Study suggests TB screening needs to be targeted for maximum public health benefit

May 19, 2009,

New estimates of the likelihood that a latent case of tuberculosis (TB) will become active have resulted in a roughly 50 percent increase over previous estimates of the number of people needed to be screened (NNS) to prevent an active infection, limiting the cost effectiveness of screening in many Center for Disease Control and Prevention (CDC)-defined risk groups, according to an analysis conducted by experts in the epidemiology of the disease.

The research will be presented at the American Thoracic Society's 105th International Conference on Tuesday, May 19.

"Screening for LTBI [latent infection] is an important method for eliminating the diseases," says lead researcher Benjamin Linas, M.D., M.P.H., of Massachusetts General Hospital. "This analysis, does not suggest we reduce screening. Indeed, if we did that, we'd likely take a step backward in TB control. The study does suggest, though, that we redirect and focus our screening efforts on those most at risk."

Among patients with chronic medical conditions, the NNS to prevent an active case of TB ranged from 1,150 for those who are underweight to 2,778 for patients with end-stage renal disease. Previous estimates of the NNS ranged from 806 to 1,923. Screening was not cost-effective for many patients who are currently recommended for screening, including those who are underweight, have had a gastrectomy, or have silicosis, diabetes or end stage renal disease. Screening was a cost-effective strategy under previous estimates of the rate of reactivation TB, but the new, lower estimates of reactivation limited the case finding rate and decreased the cost effectiveness of screening.

The NNS was lower in populations with a high prevalence of latent TB infection, including foreign-born residents, recent immigrants, the homeless and injection drug users. It was also lower in patients with a high risk of reactivation TB, including those with and those taking immunosuppressive medications. As a result, screening remained cost effective for these groups.

Dr. Linas and his colleagues, from MGH and Boston University School of Public Health, based their analysis on several new estimates of TB reactivation rates gathered from 1998-2005. According to Dr. Linas, current guidelines for screening are based on rates indicated from studies conducted in the 1950s and 1960s.

To arrive at new estimates of NNS and cost effectiveness, the Boston-based researchers constructed a Markov computer model that simulates the clinical progression of a cohort of patients, can integrate a wide array of parameters and allows the analysts to plug in different estimates to determine which are most important in determining outcomes.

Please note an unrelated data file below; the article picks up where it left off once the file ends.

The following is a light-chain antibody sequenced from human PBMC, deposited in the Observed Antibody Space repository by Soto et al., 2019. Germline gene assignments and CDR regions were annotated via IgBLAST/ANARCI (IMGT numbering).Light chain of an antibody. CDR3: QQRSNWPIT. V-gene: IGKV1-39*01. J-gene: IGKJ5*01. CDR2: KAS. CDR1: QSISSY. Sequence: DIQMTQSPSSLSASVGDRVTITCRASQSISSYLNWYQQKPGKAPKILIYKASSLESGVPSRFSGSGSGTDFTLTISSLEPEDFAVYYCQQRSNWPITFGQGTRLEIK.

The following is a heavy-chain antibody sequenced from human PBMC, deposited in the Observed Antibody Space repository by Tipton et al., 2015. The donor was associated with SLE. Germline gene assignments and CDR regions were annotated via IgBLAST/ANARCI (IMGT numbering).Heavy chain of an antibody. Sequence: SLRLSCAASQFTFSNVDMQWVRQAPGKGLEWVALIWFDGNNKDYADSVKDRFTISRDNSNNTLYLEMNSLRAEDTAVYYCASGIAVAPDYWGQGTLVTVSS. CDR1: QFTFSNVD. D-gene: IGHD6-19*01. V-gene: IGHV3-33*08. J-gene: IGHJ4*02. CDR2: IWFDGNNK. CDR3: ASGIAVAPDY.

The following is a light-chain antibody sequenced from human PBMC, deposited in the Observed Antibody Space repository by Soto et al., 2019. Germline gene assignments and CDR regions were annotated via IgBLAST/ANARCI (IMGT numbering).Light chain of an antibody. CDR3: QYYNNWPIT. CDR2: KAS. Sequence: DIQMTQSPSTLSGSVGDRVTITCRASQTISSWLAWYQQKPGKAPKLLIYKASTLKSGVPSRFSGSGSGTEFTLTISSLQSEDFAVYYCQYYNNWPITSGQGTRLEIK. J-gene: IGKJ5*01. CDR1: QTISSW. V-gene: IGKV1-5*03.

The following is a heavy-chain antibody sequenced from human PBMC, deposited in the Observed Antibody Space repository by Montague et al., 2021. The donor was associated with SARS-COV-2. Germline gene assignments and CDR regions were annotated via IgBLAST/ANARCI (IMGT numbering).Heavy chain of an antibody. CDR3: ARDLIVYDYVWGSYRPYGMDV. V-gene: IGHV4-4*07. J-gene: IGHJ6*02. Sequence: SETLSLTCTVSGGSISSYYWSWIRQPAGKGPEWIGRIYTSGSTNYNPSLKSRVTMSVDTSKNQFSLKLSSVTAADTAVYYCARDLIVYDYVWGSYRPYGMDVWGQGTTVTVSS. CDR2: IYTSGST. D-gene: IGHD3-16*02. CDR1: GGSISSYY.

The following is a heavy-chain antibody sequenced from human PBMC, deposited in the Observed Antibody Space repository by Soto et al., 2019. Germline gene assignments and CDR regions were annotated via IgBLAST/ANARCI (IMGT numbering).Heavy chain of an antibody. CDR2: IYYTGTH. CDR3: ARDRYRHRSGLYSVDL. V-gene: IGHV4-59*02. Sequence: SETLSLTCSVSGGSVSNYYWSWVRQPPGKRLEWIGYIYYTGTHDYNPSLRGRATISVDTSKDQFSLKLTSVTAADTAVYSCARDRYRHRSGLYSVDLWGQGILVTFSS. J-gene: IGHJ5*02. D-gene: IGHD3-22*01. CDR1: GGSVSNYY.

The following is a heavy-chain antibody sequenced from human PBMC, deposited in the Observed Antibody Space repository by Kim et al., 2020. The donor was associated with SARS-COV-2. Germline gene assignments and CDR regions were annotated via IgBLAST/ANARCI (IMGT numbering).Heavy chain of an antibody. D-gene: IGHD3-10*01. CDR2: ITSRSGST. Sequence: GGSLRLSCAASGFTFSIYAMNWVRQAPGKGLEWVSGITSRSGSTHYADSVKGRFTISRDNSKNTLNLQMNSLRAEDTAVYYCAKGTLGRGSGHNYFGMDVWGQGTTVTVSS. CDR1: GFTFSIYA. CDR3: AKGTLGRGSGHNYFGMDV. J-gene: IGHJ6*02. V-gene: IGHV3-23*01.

In addition to the old and new estimates of reactivation rates, the group included in their model estimates based on published reports of TB mortality, percent of diagnosed patients who complete isoniazid (INH), the standard therapy for LTBI (for U.S.-born residents, 50 percent; for foreign-born, 48 percent) and the effectiveness of the therapy among those who complete it.

"The take home message of this research," Dr. Linas said, "is not that we should reduce funding for LTBI screening, but that we can use current funding to make greater strides toward eliminating TB by targeting those at highest risk for latent infection becoming active."

Source: American Thoracic Society (news : web)

Related Stories

Recommended for you

Creation of synthetic horsepox virus could lead to more effective smallpox vaccine

January 19, 2018
UAlberta researchers created a new synthetic virus that could lead to the development of a more effective vaccine against smallpox. The discovery demonstrates how techniques based on the use of synthetic DNA can be used to ...

Study ends debate over role of steroids in treating septic shock

January 19, 2018
The results from the largest ever study of septic shock could improve treatment for critically ill patients and save health systems worldwide hundreds of millions of dollars each year.

New approach could help curtail hospitalizations due to influenza infection

January 18, 2018
More than 700,000 Americans were hospitalized due to illnesses associated with the seasonal flu during the 2014-15 flu season, according to federal estimates. A radical new approach to vaccine development at UCLA may help ...

Flu may be spread just by breathing, new study shows; coughing and sneezing not required

January 18, 2018
It is easier to spread the influenza virus (flu) than previously thought, according to a new University of Maryland-led study released today. People commonly believe that they can catch the flu by exposure to droplets from ...

Zika virus damages placenta, which may explain malformed babies

January 18, 2018
Though the Zika virus is widely known for a recent outbreak that caused children to be born with microencephaly, or having a small head, and other malformations, scientists have struggled to explain how the virus affects ...

Certain flu virus mutations may compensate for fitness costs of other mutations

January 18, 2018
Seasonal flu viruses continually undergo mutations that help them evade the human immune system, but some of these mutations can reduce a virus's potency. According to new research published in PLOS Pathogens, certain mutations ...

0 comments

Please sign in to add a comment. Registration is free, and takes less than a minute. Read more

Click here to reset your password.
Sign in to get notified via email when new comments are made.